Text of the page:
Filing 46

MEMORANDUM OPINION. Signed by Judge Kevin McNulty on 12/14/2016. (ld, )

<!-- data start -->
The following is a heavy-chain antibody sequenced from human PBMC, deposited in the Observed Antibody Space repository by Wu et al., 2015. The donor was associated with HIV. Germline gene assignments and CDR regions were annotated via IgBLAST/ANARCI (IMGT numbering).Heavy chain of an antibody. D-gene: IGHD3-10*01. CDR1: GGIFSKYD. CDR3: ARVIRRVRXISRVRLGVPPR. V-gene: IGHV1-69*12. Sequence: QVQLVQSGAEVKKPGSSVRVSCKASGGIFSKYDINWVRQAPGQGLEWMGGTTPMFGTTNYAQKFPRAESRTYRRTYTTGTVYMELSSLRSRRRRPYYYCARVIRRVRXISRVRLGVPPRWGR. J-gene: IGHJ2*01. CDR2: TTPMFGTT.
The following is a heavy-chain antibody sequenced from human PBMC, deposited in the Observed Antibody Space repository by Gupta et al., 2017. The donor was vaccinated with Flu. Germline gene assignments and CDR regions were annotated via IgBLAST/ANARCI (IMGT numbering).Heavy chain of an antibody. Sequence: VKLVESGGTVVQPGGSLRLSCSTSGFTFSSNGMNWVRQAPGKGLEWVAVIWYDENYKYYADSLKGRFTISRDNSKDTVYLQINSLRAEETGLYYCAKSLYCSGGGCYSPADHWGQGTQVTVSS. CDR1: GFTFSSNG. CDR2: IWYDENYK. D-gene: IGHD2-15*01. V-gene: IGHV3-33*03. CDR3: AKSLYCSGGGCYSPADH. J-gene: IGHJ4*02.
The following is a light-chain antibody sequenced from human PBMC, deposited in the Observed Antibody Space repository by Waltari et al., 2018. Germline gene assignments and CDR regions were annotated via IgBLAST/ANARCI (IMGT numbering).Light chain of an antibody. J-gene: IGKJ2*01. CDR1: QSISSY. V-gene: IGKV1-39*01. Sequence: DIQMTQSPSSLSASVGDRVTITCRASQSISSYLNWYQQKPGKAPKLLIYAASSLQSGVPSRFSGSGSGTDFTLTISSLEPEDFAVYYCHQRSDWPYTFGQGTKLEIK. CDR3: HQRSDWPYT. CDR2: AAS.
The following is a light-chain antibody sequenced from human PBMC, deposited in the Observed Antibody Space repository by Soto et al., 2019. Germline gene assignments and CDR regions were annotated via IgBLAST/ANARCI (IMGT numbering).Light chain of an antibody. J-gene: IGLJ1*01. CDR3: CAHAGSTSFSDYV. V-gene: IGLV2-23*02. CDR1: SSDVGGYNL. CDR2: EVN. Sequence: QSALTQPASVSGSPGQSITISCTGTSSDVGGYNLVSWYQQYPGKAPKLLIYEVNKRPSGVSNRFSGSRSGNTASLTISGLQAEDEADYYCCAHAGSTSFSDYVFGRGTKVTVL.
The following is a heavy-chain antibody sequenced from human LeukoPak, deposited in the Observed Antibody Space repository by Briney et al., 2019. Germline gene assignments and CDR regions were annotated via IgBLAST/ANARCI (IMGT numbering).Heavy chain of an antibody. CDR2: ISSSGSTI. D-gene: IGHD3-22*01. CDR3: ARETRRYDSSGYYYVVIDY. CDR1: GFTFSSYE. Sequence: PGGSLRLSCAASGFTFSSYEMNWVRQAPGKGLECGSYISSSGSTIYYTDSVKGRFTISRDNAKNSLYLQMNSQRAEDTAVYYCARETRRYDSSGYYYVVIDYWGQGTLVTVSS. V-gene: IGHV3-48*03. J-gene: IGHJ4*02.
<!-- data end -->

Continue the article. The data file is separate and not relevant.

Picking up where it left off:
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UNITED STATES DISTRICT COURT FOR THE DISTRICT OF NEW JERSEY DAVID SHAUN NEAL, Plaintiff, Civ. No. 13-6981 (KM) (MAH) V. ASTA FUNDING, INC., Defendant. Civ. No. 14-2495 (KM)(MAH) ASTA FUNDING, INC., Petitioner, V. DAVID SHAUN NEAL, ROBERT F. COYNE, ESQ., and NEW WORLD SOLUTIONS, INC., Respondents. Civ. No. 14-3550 (KM) (MAR) DAVID SHAUN NEAL, Plaintiff, V. ASTA FUNDING, INC., Defendant. Civ. No. 14-3932 (KM) (MAH) ROBERT F. COYNE, Plaintiff, V. ASTA FUNDING, INC., Defendant. MEMORANDUM OPINION MCNULTY, U.S.D.J.: On June 30, 2016, I filed in all four of the above-captioned actions an Opinion and Order (see, e.g., 13 cv 6981 ECF nos. 167, 168). There, an arbitration award was confirmed in favor of Asta Funding Inc. (“Asta”) and against New World Solution, Inc. (“NWS”), David Shaun Neal, and Robert F. Coyne. In addition, and in the alternative, summary judgment was granted in favor of Asta, and denied to Neal and Coyne, after a full opportunity for federalcourt discovery. The petitions of Neal and Coyne to vacate the arbitration award were dismissed, and miscellaneous motions were denied. Now before the Court are identical motions, filed in all four actions, for reconsideration of the Opinion and Order.’ For the reasons stated herein, the motions are denied. This Court authorizes motions for reconsideration pursuant to Local Civil Rule 7. 1(i).2 Bowers v. Nat’l Collegiate Athletics Assoc., 130 F. Supp. 2d 610, 612 (D.N.J. 2001). That Rule states: The motions are: 13 cv 6981 ECF no. 170; 14 cv 2495 ECF no. 29; 14 cv 3550 ECF no. 17; and 14 cv 3932 ECF no. 29. Herein, I will refer only to the motion in 13 cv 6981, and docket citations, unless otherwise specified, are to 13 cv 6981. 1 Motions for reconsideration are not expressly listed in the Federal Rules of Civil Procedure. See Harrison v. Smith, Civ. No. 08—3050, 2010 WL 715666, at *2 (D.N.J. Feb. 24, 2010). Courts have sometimes treated them as motions to alter or amend the judgment of the court pursuant to Rule 59(e), or as motions for relief from the court’s judgment or order under Rule 60(b). See Harrison, 2010 WL 715666 at *2. 2 2 [A] motion for reconsideration shall be served and filed within 14 days after the entry of the order or judgment on the original motion by the Judge or Magistrate Judge. A brief setting forth concisely the matter or controlling decisions which the party believes the Judge or Magistrate Judge has overlooked shall be filed with the Notice of Motion. L. Civ. R. 7.1(i). A motion for reconsideration pursuant to this District’s Local Rules or Federal Rule of Civil Procedure 59 is “an extremely limited procedural vehicle.”’ Tehan v. Disability Mgmt. Servs., Inc., 111 F. Supp. 2d 542, 549 (D.N.J. 2000) (quoting Resorts Int’l, Inc. v. Greate Bay Hotel and Casino, Inc., 830 F. Supp. 826, 831 (D.N.J. 1992)). A court will grant a motion for reconsideration only where: (1) an intervening change in the controlling law has occurred; (2) evidence not previously available has become available; or (3) it is necessary to correct a clear error of law or prevent manifest injustice. Max’s Seafood Cafe ex rel. Lou-Ann, Inc. v. Quinteros, 176 F.3d 669, 677 (3d Cir. 1999); Beety— Monticelli v. Comm’r of Soc. Sec., 343 F. App’x. 743, 747 (3d Cir. 2009) (non precedential). In other words, such a motion may be granted where facts or controlling legal authority were presented to, but not considered by, the court. Mauro v. N.J. Supreme Ct., 238 F. App’x 791, 793 (3d Cir. 2007) (non precedential). Reconsideration is not warranted, however, where (1) the movant simply repeats the cases and arguments previously analyzed by the court, Arista Recs., Inc. v. Flea World, Inc., 356 F. Supp. 2d 411, 416 (D.N.J. 2005); see also Tehan, 111 F. Supp. 2d at 549 (“Motions for reconsideration will not be granted where a party simply asks the court to analyze the same facts and cases it had already considered . . . .“); or (2) the movant has filed the motion merely to disagree with or relitigate the court’s initial decision, id.; see Morris v. Siemens Components, Inc., 938 F. Supp. 277, 278 (D.N.J. 1996) (“A party’s mere disagreement with a decision of the district court should be raised in the ordinary appellate process and is inappropriate on a motion for reargument.”). The motion is not a vehicle for a litigant to raise new arguments or present 3 evidence that could have been raised prior to the initial judgment. See Bapu Corp. v. Choice Hotels Int’l, Inc., Civ. No. 07—5938, 2010 WL 5418972 (D.N.J. Dec. 23, 2010) (citing P. Schoenfeld Asset Mgmt. LLC v. Cendant Corp., 161 F. Supp. 2d 349, 352 (D.N.J. 2001)). Because the requirements are so stringent, motions for reconsideration typically are not granted; rather, relief is “an extraordinary remedy” to be granted “sparingly.” See NL Indus. Inc. v. Commercial Union Ins. Co., 935 F. Supp. 513, 516 (D.N.J. 1996). Unless a court has truly failed to consider pertinent authorities or evidence that could not with reasonable diligence have been presented earlier, a motion to reconsider a decision (even one that may contain an error) is generally futile. None of the features warranting reconsideration are present in this motion. Emblematic of the inadequacy of this motion is its first point: the contention that the agreement at issue did not incorporate the Arbitration Rules of the American Arbitration Association (“AAA”). As pointed out in my Opinion, the agreement at issue contained the following clause: In the event that a dispute, controversy, or claim between the Parties arising directly or indirectly out of or in connection with this Agreement cannot be resolved by the IT Services Managers, either Party may elect to have such dispute, controversy, or claim resolved by arbitration in accordance with the Commercial Arbitration Rules of the American Arbitration Association (“AAA”). (Opinion at 5) That, I held, was a “clear and unmistakable” statement of intent that arbitration be governed by the AAA Rules. (Opinion at 27—28) Neal and Coyne now argue that this clause was ineffective because different language is “required by the AAA Rules.” They do not cite the “AAA Rules” to which they are referring. At any rate, the language they cite is not a “magic words” formulation, but a standard clause. It has been judicially upheld, but never judicially required. All that is required, as stated in my Opinion, is that the language convey a clear and unmistakable intent to 4 3 arbitrate and to do so under the AAA rules. The clause in this agreement, as I found, meets that requirement. Neal and Coyne may think that it does not, but they offer no basis under the standards stated above, such as overlooked authority or an argument that was unavailable to them at the time, to reopen the Court’s decision. In their view, I have held that an arbitrator, under the AAA Rules, may extend jurisdiction over “whomever he felt,” or over “any nonparty.” But the Court, in a thirteen page discussion, carefully stated the legal bases for, and limits of, such jurisdiction. (See Opinion at 25—38) The remainder of the motion simply states certain reasons that Neal and Coyne disagree with the Opinion or the Court’s interpretation of case law. No arguments that are new, or that could not have been pursued at the time of the motions, are proffered. Indeed, these seem to be the very arguments that Neal and Coyne did pursue, and that were rejected by the Court for the reasons stated in the Opinion. CONCLUSION For the foregoing reasons, the motion for reconsideration (ECF no. 170) is denied. A separate order will issue. Dated: December 14, 2016 / //_ (( N. 4 H( KEVIN MCNULTY, U.S.D. The language they quote may derive from a publication, “Drafting Dispute Resolution Clauses: A Practical Guide,” at p. 10. That Guide is available at 002540. The language, as quoted by Neal and Coyne, is as follows: The parties can provide for arbitration of future disputes by inserting the following clause into their contracts: 3 Any controversy or claim arising out of or relating to this contract, or the breach thereof, shall be settled by arbitration administered by the American Arbitration Association under its Commercial Arbitration Rules, and judgment on the award rendered by the arbitrator(s) may be entered in any court having jurisdiction thereof. (Motion Brf. at 1) As rendered by Neal and Coyne, the passage omits certain bracketed alternative language that is in the original. 5